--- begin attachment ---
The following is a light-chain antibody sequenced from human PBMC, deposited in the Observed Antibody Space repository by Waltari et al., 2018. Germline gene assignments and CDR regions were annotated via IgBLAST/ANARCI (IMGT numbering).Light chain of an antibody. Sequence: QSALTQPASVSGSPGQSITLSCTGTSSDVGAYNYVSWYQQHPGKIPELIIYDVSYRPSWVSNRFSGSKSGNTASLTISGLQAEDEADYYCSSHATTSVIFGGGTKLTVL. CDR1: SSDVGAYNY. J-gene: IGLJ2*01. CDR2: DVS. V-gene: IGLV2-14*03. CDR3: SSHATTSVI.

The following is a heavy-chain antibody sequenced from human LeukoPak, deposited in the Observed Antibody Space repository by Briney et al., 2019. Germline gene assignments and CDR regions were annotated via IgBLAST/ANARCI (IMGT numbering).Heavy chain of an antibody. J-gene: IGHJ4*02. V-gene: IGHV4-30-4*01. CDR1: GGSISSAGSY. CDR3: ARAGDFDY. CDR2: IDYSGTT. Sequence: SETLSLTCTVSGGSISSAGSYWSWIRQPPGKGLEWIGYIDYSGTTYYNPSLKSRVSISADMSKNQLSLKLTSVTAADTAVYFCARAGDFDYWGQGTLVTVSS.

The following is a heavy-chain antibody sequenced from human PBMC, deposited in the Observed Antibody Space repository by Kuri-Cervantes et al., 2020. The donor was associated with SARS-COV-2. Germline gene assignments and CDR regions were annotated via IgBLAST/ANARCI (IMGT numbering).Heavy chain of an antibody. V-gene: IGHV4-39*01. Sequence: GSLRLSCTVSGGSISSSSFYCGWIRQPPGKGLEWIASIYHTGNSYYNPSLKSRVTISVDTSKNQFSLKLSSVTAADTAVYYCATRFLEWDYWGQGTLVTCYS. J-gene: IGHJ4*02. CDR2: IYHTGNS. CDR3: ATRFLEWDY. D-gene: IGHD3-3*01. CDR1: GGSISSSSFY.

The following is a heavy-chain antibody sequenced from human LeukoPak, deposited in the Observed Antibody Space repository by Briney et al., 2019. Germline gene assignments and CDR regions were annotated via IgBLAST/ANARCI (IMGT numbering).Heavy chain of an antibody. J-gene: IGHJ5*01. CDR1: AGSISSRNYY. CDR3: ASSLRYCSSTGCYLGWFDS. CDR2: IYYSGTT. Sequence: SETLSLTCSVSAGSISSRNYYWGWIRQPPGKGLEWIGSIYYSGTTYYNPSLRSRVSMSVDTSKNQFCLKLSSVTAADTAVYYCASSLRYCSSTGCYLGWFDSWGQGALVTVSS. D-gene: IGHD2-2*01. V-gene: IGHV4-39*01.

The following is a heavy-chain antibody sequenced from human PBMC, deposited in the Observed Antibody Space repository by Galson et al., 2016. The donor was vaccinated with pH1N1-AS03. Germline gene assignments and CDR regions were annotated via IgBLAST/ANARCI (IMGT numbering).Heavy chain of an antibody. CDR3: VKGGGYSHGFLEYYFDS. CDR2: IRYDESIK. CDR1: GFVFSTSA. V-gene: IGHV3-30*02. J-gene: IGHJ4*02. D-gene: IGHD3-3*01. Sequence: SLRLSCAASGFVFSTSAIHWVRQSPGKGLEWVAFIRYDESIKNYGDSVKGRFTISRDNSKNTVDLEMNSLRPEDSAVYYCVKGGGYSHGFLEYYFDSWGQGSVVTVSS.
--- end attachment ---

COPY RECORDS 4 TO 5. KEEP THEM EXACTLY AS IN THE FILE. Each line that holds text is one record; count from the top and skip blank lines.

The following is a heavy-chain antibody sequenced from human LeukoPak, deposited in the Observed Antibody Space repository by Briney et al., 2019. Germline gene assignments and CDR regions were annotated via IgBLAST/ANARCI (IMGT numbering).Heavy chain of an antibody. J-gene: IGHJ5*01. CDR1: AGSISSRNYY. CDR3: ASSLRYCSSTGCYLGWFDS. CDR2: IYYSGTT. Sequence: SETLSLTCSVSAGSISSRNYYWGWIRQPPGKGLEWIGSIYYSGTTYYNPSLRSRVSMSVDTSKNQFCLKLSSVTAADTAVYYCASSLRYCSSTGCYLGWFDSWGQGALVTVSS. D-gene: IGHD2-2*01. V-gene: IGHV4-39*01.

The following is a heavy-chain antibody sequenced from human PBMC, deposited in the Observed Antibody Space repository by Galson et al., 2016. The donor was vaccinated with pH1N1-AS03. Germline gene assignments and CDR regions were annotated via IgBLAST/ANARCI (IMGT numbering).Heavy chain of an antibody. CDR3: VKGGGYSHGFLEYYFDS. CDR2: IRYDESIK. CDR1: GFVFSTSA. V-gene: IGHV3-30*02. J-gene: IGHJ4*02. D-gene: IGHD3-3*01. Sequence: SLRLSCAASGFVFSTSAIHWVRQSPGKGLEWVAFIRYDESIKNYGDSVKGRFTISRDNSKNTVDLEMNSLRPEDSAVYYCVKGGGYSHGFLEYYFDSWGQGSVVTVSS.